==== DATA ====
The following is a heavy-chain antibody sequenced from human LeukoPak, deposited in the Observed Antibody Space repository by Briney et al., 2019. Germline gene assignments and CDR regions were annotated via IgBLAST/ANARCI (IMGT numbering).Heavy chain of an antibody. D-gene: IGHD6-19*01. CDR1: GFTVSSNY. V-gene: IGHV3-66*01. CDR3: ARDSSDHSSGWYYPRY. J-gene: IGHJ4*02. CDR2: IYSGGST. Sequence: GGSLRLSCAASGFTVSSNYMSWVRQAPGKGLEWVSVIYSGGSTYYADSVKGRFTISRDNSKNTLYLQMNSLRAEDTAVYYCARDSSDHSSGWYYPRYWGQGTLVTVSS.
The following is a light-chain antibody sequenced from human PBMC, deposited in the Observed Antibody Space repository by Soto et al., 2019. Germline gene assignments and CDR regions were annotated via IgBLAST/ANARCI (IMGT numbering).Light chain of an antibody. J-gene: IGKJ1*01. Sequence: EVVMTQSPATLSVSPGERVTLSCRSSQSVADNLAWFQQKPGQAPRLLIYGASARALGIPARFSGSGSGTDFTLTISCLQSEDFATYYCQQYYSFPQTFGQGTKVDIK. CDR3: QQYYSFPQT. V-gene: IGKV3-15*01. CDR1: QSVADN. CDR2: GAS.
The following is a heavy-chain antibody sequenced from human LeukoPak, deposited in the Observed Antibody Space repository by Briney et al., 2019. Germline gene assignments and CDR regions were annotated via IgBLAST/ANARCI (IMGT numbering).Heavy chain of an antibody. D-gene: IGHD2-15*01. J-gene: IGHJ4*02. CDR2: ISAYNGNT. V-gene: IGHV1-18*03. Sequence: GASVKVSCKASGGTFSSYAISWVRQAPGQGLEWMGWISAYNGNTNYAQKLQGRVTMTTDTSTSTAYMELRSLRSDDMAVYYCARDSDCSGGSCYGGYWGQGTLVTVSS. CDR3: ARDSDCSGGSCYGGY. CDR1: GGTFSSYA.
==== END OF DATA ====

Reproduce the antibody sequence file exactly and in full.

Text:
The following is a heavy-chain antibody sequenced from human LeukoPak, deposited in the Observed Antibody Space repository by Briney et al., 2019. Germline gene assignments and CDR regions were annotated via IgBLAST/ANARCI (IMGT numbering).Heavy chain of an antibody. D-gene: IGHD6-19*01. CDR1: GFTVSSNY. V-gene: IGHV3-66*01. CDR3: ARDSSDHSSGWYYPRY. J-gene: IGHJ4*02. CDR2: IYSGGST. Sequence: GGSLRLSCAASGFTVSSNYMSWVRQAPGKGLEWVSVIYSGGSTYYADSVKGRFTISRDNSKNTLYLQMNSLRAEDTAVYYCARDSSDHSSGWYYPRYWGQGTLVTVSS.
The following is a light-chain antibody sequenced from human PBMC, deposited in the Observed Antibody Space repository by Soto et al., 2019. Germline gene assignments and CDR regions were annotated via IgBLAST/ANARCI (IMGT numbering).Light chain of an antibody. J-gene: IGKJ1*01. Sequence: EVVMTQSPATLSVSPGERVTLSCRSSQSVADNLAWFQQKPGQAPRLLIYGASARALGIPARFSGSGSGTDFTLTISCLQSEDFATYYCQQYYSFPQTFGQGTKVDIK. CDR3: QQYYSFPQT. V-gene: IGKV3-15*01. CDR1: QSVADN. CDR2: GAS.
The following is a heavy-chain antibody sequenced from human LeukoPak, deposited in the Observed Antibody Space repository by Briney et al., 2019. Germline gene assignments and CDR regions were annotated via IgBLAST/ANARCI (IMGT numbering).Heavy chain of an antibody. D-gene: IGHD2-15*01. J-gene: IGHJ4*02. CDR2: ISAYNGNT. V-gene: IGHV1-18*03. Sequence: GASVKVSCKASGGTFSSYAISWVRQAPGQGLEWMGWISAYNGNTNYAQKLQGRVTMTTDTSTSTAYMELRSLRSDDMAVYYCARDSDCSGGSCYGGYWGQGTLVTVSS. CDR3: ARDSDCSGGSCYGGY. CDR1: GGTFSSYA.